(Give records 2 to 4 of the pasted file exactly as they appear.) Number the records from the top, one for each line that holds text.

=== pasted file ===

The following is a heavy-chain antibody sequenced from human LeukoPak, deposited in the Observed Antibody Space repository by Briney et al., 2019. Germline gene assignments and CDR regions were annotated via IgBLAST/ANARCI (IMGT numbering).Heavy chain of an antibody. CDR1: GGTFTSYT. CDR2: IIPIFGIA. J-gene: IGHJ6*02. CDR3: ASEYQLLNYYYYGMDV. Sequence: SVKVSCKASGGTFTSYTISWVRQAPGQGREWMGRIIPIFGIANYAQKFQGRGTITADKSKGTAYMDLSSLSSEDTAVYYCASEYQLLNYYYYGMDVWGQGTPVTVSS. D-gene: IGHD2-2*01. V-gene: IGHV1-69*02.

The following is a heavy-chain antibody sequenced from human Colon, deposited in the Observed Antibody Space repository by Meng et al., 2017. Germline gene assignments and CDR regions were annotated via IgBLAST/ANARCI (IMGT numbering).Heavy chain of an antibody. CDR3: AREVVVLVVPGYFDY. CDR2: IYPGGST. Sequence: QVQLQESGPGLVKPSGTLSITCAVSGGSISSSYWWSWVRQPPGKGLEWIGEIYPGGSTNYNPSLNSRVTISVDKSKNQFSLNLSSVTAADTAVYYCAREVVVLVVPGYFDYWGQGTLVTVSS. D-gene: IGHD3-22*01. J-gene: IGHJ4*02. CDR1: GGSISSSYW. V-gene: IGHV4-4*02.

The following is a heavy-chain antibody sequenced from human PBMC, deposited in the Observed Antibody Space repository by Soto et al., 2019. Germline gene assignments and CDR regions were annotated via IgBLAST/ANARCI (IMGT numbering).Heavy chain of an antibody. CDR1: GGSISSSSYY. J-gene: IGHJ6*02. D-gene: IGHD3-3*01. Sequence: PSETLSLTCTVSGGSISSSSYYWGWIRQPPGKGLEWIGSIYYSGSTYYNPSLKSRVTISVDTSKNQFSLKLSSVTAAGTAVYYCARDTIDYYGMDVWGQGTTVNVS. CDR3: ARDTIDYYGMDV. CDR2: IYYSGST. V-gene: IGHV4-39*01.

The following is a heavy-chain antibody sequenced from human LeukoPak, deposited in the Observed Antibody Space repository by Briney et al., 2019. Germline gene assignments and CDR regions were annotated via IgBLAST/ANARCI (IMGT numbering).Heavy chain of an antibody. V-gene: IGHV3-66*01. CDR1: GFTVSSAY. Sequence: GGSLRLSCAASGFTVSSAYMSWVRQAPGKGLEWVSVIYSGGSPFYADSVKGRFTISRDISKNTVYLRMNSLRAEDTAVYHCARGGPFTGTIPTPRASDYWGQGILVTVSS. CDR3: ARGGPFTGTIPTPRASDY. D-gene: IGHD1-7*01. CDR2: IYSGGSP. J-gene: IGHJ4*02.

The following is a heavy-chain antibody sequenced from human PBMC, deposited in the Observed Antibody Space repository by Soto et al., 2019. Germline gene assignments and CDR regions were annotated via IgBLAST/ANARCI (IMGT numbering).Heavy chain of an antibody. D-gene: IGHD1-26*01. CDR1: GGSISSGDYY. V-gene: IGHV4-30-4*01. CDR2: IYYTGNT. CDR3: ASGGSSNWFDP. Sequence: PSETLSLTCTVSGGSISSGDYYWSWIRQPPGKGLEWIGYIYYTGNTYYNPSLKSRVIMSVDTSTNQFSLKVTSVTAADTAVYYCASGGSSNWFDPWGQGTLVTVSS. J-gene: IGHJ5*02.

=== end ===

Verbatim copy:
The following is a heavy-chain antibody sequenced from human Colon, deposited in the Observed Antibody Space repository by Meng et al., 2017. Germline gene assignments and CDR regions were annotated via IgBLAST/ANARCI (IMGT numbering).Heavy chain of an antibody. CDR3: AREVVVLVVPGYFDY. CDR2: IYPGGST. Sequence: QVQLQESGPGLVKPSGTLSITCAVSGGSISSSYWWSWVRQPPGKGLEWIGEIYPGGSTNYNPSLNSRVTISVDKSKNQFSLNLSSVTAADTAVYYCAREVVVLVVPGYFDYWGQGTLVTVSS. D-gene: IGHD3-22*01. J-gene: IGHJ4*02. CDR1: GGSISSSYW. V-gene: IGHV4-4*02.

The following is a heavy-chain antibody sequenced from human PBMC, deposited in the Observed Antibody Space repository by Soto et al., 2019. Germline gene assignments and CDR regions were annotated via IgBLAST/ANARCI (IMGT numbering).Heavy chain of an antibody. CDR1: GGSISSSSYY. J-gene: IGHJ6*02. D-gene: IGHD3-3*01. Sequence: PSETLSLTCTVSGGSISSSSYYWGWIRQPPGKGLEWIGSIYYSGSTYYNPSLKSRVTISVDTSKNQFSLKLSSVTAAGTAVYYCARDTIDYYGMDVWGQGTTVNVS. CDR3: ARDTIDYYGMDV. CDR2: IYYSGST. V-gene: IGHV4-39*01.

The following is a heavy-chain antibody sequenced from human LeukoPak, deposited in the Observed Antibody Space repository by Briney et al., 2019. Germline gene assignments and CDR regions were annotated via IgBLAST/ANARCI (IMGT numbering).Heavy chain of an antibody. V-gene: IGHV3-66*01. CDR1: GFTVSSAY. Sequence: GGSLRLSCAASGFTVSSAYMSWVRQAPGKGLEWVSVIYSGGSPFYADSVKGRFTISRDISKNTVYLRMNSLRAEDTAVYHCARGGPFTGTIPTPRASDYWGQGILVTVSS. CDR3: ARGGPFTGTIPTPRASDY. D-gene: IGHD1-7*01. CDR2: IYSGGSP. J-gene: IGHJ4*02.